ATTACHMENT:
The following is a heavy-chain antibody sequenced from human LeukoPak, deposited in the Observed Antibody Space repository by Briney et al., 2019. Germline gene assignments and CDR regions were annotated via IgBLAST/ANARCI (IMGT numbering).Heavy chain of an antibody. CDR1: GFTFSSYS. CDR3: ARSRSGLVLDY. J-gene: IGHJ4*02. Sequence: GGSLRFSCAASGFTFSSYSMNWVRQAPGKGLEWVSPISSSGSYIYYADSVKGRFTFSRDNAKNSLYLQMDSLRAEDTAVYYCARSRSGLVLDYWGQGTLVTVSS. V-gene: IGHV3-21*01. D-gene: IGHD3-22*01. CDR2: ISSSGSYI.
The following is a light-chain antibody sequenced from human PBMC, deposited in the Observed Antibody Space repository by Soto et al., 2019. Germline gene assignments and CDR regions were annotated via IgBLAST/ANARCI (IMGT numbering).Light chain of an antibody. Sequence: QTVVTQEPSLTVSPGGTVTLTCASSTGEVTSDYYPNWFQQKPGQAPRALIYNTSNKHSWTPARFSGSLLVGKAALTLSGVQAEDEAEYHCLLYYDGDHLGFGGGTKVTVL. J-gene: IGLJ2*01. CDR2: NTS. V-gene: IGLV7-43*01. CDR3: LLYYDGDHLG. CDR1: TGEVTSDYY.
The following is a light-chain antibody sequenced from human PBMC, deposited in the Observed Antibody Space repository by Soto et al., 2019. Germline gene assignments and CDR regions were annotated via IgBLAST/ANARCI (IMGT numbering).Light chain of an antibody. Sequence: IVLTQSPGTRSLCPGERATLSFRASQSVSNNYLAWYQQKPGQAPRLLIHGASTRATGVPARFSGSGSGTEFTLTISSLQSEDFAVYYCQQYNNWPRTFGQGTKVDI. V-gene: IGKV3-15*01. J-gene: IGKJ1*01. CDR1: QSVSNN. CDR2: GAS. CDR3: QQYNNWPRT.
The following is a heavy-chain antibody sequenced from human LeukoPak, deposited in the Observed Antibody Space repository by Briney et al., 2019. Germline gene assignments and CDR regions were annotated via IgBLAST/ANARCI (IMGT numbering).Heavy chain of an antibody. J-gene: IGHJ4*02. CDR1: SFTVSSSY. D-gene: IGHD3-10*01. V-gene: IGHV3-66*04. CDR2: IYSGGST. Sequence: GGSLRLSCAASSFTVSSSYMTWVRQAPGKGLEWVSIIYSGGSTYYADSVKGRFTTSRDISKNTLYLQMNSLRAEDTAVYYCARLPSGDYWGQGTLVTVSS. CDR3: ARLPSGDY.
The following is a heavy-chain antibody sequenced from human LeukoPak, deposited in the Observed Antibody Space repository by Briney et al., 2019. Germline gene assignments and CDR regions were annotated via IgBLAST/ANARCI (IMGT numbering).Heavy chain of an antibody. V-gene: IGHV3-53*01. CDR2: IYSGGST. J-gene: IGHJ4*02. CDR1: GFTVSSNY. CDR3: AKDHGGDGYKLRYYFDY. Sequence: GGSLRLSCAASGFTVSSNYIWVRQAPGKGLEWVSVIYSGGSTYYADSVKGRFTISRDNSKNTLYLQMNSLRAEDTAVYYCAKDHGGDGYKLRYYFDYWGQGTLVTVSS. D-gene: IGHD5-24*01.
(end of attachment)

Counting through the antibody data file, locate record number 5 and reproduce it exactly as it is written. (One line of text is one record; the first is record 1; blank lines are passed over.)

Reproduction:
The following is a heavy-chain antibody sequenced from human LeukoPak, deposited in the Observed Antibody Space repository by Briney et al., 2019. Germline gene assignments and CDR regions were annotated via IgBLAST/ANARCI (IMGT numbering).Heavy chain of an antibody. V-gene: IGHV3-53*01. CDR2: IYSGGST. J-gene: IGHJ4*02. CDR1: GFTVSSNY. CDR3: AKDHGGDGYKLRYYFDY. Sequence: GGSLRLSCAASGFTVSSNYIWVRQAPGKGLEWVSVIYSGGSTYYADSVKGRFTISRDNSKNTLYLQMNSLRAEDTAVYYCAKDHGGDGYKLRYYFDYWGQGTLVTVSS. D-gene: IGHD5-24*01.